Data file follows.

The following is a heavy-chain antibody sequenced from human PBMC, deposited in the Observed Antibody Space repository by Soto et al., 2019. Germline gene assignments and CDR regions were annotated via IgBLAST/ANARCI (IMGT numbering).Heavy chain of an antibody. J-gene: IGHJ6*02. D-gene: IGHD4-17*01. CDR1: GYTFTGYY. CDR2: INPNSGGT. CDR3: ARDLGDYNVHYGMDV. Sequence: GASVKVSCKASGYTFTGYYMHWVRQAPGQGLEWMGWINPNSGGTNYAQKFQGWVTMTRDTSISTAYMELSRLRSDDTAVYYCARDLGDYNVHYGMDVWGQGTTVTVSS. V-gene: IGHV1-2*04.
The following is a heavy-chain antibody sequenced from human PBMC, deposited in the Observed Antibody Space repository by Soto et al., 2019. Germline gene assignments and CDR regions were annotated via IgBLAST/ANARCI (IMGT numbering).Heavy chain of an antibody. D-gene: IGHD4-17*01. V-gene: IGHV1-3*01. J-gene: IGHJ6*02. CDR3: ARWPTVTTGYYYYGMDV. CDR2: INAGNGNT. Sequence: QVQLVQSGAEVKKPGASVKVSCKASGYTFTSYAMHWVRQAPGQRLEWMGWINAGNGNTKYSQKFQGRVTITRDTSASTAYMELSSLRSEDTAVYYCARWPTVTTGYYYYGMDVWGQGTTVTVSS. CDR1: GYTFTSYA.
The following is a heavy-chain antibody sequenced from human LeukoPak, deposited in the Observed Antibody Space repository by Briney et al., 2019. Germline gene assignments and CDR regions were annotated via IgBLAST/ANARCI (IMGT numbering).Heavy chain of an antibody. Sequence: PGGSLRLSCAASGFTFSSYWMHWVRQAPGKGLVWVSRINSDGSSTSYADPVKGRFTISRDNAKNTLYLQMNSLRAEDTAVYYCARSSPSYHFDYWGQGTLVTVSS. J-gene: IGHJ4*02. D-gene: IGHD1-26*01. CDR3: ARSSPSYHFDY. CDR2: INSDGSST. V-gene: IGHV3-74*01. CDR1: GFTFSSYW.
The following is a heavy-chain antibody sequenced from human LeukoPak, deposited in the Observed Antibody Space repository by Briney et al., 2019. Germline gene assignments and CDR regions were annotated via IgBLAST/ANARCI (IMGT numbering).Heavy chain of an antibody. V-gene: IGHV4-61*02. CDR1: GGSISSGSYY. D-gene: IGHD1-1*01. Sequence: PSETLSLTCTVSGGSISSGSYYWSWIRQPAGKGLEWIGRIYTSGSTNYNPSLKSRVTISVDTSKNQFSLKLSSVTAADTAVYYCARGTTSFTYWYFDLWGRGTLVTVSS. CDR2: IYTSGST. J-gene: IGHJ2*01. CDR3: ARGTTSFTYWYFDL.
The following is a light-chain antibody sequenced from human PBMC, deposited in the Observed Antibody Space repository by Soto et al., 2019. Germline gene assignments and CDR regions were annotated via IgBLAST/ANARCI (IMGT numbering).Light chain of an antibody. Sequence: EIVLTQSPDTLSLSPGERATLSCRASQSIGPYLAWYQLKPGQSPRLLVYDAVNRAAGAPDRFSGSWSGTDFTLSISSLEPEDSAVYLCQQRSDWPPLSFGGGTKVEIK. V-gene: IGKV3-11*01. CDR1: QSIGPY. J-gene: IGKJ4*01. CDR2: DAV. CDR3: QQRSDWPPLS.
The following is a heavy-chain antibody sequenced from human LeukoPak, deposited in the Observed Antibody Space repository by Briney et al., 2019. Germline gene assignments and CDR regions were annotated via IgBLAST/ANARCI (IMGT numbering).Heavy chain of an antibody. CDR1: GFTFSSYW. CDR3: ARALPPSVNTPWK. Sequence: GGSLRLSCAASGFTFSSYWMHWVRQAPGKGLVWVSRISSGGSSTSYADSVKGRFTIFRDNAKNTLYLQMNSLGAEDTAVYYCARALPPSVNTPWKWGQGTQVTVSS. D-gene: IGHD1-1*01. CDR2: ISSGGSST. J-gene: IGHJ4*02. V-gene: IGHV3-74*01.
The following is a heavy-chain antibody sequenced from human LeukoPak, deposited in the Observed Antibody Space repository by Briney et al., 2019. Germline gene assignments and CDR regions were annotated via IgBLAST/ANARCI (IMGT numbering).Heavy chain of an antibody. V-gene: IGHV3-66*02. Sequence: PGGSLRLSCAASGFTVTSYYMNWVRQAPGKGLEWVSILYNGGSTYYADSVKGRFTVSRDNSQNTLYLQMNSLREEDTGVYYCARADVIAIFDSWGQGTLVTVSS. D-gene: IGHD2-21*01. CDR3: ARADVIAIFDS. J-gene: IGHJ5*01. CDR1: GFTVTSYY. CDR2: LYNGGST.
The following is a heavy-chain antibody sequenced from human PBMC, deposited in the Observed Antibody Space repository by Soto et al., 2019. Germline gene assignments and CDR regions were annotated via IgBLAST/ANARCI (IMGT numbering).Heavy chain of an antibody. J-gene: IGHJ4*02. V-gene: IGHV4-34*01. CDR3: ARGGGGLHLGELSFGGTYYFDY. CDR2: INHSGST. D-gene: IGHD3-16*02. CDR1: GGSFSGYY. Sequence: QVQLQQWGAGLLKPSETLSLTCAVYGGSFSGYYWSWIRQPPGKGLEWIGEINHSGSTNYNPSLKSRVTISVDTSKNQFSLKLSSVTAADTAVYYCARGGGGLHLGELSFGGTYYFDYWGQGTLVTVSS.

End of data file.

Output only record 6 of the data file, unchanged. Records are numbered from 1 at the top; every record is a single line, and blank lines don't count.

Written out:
The following is a heavy-chain antibody sequenced from human LeukoPak, deposited in the Observed Antibody Space repository by Briney et al., 2019. Germline gene assignments and CDR regions were annotated via IgBLAST/ANARCI (IMGT numbering).Heavy chain of an antibody. CDR1: GFTFSSYW. CDR3: ARALPPSVNTPWK. Sequence: GGSLRLSCAASGFTFSSYWMHWVRQAPGKGLVWVSRISSGGSSTSYADSVKGRFTIFRDNAKNTLYLQMNSLGAEDTAVYYCARALPPSVNTPWKWGQGTQVTVSS. D-gene: IGHD1-1*01. CDR2: ISSGGSST. J-gene: IGHJ4*02. V-gene: IGHV3-74*01.